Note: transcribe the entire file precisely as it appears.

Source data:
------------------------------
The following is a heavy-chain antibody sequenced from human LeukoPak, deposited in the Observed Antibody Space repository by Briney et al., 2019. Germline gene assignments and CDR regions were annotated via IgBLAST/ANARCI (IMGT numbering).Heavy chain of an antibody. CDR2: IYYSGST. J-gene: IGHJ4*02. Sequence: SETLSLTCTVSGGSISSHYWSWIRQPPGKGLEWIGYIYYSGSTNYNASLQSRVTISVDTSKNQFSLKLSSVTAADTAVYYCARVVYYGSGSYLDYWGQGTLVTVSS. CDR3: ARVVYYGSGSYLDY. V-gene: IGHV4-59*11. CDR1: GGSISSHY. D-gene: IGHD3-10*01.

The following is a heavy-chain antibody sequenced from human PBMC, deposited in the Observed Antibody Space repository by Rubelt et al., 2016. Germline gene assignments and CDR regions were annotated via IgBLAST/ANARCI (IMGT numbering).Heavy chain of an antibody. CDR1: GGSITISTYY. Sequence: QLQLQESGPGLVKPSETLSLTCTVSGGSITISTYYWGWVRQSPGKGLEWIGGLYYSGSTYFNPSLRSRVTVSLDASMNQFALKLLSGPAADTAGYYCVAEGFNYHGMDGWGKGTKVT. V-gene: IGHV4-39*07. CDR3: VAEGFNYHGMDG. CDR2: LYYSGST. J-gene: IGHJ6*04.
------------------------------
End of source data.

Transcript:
The following is a heavy-chain antibody sequenced from human LeukoPak, deposited in the Observed Antibody Space repository by Briney et al., 2019. Germline gene assignments and CDR regions were annotated via IgBLAST/ANARCI (IMGT numbering).Heavy chain of an antibody. CDR2: IYYSGST. J-gene: IGHJ4*02. Sequence: SETLSLTCTVSGGSISSHYWSWIRQPPGKGLEWIGYIYYSGSTNYNASLQSRVTISVDTSKNQFSLKLSSVTAADTAVYYCARVVYYGSGSYLDYWGQGTLVTVSS. CDR3: ARVVYYGSGSYLDY. V-gene: IGHV4-59*11. CDR1: GGSISSHY. D-gene: IGHD3-10*01.

The following is a heavy-chain antibody sequenced from human PBMC, deposited in the Observed Antibody Space repository by Rubelt et al., 2016. Germline gene assignments and CDR regions were annotated via IgBLAST/ANARCI (IMGT numbering).Heavy chain of an antibody. CDR1: GGSITISTYY. Sequence: QLQLQESGPGLVKPSETLSLTCTVSGGSITISTYYWGWVRQSPGKGLEWIGGLYYSGSTYFNPSLRSRVTVSLDASMNQFALKLLSGPAADTAGYYCVAEGFNYHGMDGWGKGTKVT. V-gene: IGHV4-39*07. CDR3: VAEGFNYHGMDG. CDR2: LYYSGST. J-gene: IGHJ6*04.